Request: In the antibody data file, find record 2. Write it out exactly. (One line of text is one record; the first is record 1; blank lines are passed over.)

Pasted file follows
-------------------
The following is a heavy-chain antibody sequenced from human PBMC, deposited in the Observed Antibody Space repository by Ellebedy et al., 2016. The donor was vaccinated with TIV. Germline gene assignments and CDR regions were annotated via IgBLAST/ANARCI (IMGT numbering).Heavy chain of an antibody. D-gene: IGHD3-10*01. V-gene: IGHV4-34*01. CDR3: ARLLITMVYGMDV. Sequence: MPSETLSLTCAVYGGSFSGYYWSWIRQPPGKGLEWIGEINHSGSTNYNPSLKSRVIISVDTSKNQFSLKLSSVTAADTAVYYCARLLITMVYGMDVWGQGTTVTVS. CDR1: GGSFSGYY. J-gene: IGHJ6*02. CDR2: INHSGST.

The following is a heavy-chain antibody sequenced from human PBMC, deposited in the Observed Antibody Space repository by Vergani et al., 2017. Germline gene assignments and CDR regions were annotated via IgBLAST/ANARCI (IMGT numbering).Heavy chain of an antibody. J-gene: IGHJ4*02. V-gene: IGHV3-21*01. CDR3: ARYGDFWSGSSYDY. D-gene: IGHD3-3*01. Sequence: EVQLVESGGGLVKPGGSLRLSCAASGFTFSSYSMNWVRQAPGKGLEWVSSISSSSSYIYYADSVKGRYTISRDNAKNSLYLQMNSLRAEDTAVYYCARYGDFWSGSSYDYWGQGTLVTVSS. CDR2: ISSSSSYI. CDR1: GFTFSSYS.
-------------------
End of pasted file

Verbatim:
The following is a heavy-chain antibody sequenced from human PBMC, deposited in the Observed Antibody Space repository by Vergani et al., 2017. Germline gene assignments and CDR regions were annotated via IgBLAST/ANARCI (IMGT numbering).Heavy chain of an antibody. J-gene: IGHJ4*02. V-gene: IGHV3-21*01. CDR3: ARYGDFWSGSSYDY. D-gene: IGHD3-3*01. Sequence: EVQLVESGGGLVKPGGSLRLSCAASGFTFSSYSMNWVRQAPGKGLEWVSSISSSSSYIYYADSVKGRYTISRDNAKNSLYLQMNSLRAEDTAVYYCARYGDFWSGSSYDYWGQGTLVTVSS. CDR2: ISSSSSYI. CDR1: GFTFSSYS.